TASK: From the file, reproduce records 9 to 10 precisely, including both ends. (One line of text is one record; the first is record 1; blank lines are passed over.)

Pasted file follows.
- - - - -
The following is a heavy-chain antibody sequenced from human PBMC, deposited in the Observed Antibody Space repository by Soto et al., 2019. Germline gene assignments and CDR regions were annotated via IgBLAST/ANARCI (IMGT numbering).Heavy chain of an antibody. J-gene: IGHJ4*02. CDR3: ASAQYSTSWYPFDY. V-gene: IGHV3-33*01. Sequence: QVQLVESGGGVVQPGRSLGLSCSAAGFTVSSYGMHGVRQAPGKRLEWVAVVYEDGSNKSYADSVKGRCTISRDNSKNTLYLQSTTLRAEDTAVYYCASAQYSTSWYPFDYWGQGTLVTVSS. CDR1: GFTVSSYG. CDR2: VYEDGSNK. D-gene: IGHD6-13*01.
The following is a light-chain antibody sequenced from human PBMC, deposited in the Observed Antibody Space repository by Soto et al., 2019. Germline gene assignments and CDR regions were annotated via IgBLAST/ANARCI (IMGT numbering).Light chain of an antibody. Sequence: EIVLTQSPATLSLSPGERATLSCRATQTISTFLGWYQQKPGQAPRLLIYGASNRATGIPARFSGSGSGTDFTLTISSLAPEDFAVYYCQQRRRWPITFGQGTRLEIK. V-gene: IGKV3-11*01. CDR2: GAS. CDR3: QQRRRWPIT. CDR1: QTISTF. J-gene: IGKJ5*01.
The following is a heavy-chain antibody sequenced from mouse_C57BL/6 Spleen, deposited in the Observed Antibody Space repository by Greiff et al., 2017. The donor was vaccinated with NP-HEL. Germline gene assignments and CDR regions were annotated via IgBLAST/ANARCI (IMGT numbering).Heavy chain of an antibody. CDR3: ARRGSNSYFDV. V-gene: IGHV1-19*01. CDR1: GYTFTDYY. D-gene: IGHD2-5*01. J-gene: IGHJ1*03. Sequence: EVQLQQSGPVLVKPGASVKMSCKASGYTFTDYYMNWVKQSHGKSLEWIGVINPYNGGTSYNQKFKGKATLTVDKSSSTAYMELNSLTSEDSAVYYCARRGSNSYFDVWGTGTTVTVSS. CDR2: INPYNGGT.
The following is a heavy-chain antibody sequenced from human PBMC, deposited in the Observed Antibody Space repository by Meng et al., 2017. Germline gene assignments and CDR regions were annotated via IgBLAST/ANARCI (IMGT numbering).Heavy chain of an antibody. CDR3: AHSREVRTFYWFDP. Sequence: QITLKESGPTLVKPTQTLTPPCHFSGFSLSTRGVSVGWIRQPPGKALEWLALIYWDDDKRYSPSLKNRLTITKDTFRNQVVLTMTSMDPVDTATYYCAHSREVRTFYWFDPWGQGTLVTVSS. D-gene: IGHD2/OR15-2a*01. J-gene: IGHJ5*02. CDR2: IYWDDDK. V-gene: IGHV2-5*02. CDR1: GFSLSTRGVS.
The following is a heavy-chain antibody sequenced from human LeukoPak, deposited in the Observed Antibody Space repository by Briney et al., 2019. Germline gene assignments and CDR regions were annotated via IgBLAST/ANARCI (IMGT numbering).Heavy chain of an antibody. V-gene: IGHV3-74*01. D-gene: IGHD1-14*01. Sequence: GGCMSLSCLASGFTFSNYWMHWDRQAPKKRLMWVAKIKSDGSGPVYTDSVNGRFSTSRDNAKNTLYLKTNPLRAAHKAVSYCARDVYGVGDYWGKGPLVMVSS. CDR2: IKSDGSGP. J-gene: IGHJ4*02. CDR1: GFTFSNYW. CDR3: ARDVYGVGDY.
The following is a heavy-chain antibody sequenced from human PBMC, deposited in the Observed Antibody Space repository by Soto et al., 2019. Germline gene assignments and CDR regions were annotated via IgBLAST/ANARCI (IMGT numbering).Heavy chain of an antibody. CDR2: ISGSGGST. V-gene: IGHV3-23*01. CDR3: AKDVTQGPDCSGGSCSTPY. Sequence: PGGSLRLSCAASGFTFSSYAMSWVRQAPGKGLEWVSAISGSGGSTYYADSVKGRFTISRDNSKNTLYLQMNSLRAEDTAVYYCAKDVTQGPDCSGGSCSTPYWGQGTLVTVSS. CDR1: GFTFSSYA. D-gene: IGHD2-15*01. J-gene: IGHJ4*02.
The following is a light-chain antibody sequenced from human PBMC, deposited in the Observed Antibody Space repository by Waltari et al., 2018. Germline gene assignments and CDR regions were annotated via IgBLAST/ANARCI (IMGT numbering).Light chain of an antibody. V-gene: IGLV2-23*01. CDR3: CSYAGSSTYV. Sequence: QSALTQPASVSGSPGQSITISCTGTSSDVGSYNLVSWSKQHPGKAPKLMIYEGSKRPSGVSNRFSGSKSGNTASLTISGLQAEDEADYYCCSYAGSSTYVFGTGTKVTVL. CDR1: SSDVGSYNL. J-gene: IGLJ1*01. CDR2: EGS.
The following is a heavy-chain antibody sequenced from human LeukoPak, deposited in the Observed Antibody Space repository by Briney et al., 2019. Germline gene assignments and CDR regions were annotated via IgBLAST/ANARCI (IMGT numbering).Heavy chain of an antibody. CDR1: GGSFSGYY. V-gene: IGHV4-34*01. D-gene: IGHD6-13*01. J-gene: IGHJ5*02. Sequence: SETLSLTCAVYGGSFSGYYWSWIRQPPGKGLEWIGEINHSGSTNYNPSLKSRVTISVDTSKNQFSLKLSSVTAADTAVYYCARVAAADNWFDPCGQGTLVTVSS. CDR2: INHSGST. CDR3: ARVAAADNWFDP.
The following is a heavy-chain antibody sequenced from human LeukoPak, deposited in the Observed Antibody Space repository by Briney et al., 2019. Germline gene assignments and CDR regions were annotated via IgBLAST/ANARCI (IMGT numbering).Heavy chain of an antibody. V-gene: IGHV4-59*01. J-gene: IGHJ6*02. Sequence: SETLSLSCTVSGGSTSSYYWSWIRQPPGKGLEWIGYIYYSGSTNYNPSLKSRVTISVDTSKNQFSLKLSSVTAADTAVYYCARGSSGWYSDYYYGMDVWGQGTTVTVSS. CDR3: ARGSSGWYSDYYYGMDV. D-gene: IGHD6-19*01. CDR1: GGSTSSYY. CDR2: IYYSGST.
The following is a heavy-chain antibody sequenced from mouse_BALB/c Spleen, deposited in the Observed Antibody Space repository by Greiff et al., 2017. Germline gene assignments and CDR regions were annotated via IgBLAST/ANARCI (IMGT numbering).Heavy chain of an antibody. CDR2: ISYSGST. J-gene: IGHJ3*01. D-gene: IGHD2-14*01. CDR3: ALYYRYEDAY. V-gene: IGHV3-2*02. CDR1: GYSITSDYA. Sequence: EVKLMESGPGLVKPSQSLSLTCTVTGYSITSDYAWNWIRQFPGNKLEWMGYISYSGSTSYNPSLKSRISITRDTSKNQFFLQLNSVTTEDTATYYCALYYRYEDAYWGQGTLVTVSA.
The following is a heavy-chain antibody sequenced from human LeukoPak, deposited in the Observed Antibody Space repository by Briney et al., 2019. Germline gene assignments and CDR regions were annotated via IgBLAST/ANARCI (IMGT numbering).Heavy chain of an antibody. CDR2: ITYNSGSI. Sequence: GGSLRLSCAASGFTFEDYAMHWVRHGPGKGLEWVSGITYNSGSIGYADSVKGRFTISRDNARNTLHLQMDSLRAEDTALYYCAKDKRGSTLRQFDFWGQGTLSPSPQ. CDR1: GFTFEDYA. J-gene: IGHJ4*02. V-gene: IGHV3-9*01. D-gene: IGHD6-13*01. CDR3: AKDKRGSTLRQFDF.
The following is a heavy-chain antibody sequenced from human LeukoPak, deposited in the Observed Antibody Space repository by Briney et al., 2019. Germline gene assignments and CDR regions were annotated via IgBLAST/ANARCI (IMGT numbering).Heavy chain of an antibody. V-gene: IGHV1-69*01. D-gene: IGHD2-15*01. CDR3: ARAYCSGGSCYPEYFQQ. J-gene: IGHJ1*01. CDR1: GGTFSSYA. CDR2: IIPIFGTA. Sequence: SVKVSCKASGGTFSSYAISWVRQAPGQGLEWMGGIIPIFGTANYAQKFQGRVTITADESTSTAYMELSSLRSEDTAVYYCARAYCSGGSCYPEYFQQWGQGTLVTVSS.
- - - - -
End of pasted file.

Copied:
The following is a heavy-chain antibody sequenced from human LeukoPak, deposited in the Observed Antibody Space repository by Briney et al., 2019. Germline gene assignments and CDR regions were annotated via IgBLAST/ANARCI (IMGT numbering).Heavy chain of an antibody. V-gene: IGHV4-59*01. J-gene: IGHJ6*02. Sequence: SETLSLSCTVSGGSTSSYYWSWIRQPPGKGLEWIGYIYYSGSTNYNPSLKSRVTISVDTSKNQFSLKLSSVTAADTAVYYCARGSSGWYSDYYYGMDVWGQGTTVTVSS. CDR3: ARGSSGWYSDYYYGMDV. D-gene: IGHD6-19*01. CDR1: GGSTSSYY. CDR2: IYYSGST.
The following is a heavy-chain antibody sequenced from mouse_BALB/c Spleen, deposited in the Observed Antibody Space repository by Greiff et al., 2017. Germline gene assignments and CDR regions were annotated via IgBLAST/ANARCI (IMGT numbering).Heavy chain of an antibody. CDR2: ISYSGST. J-gene: IGHJ3*01. D-gene: IGHD2-14*01. CDR3: ALYYRYEDAY. V-gene: IGHV3-2*02. CDR1: GYSITSDYA. Sequence: EVKLMESGPGLVKPSQSLSLTCTVTGYSITSDYAWNWIRQFPGNKLEWMGYISYSGSTSYNPSLKSRISITRDTSKNQFFLQLNSVTTEDTATYYCALYYRYEDAYWGQGTLVTVSA.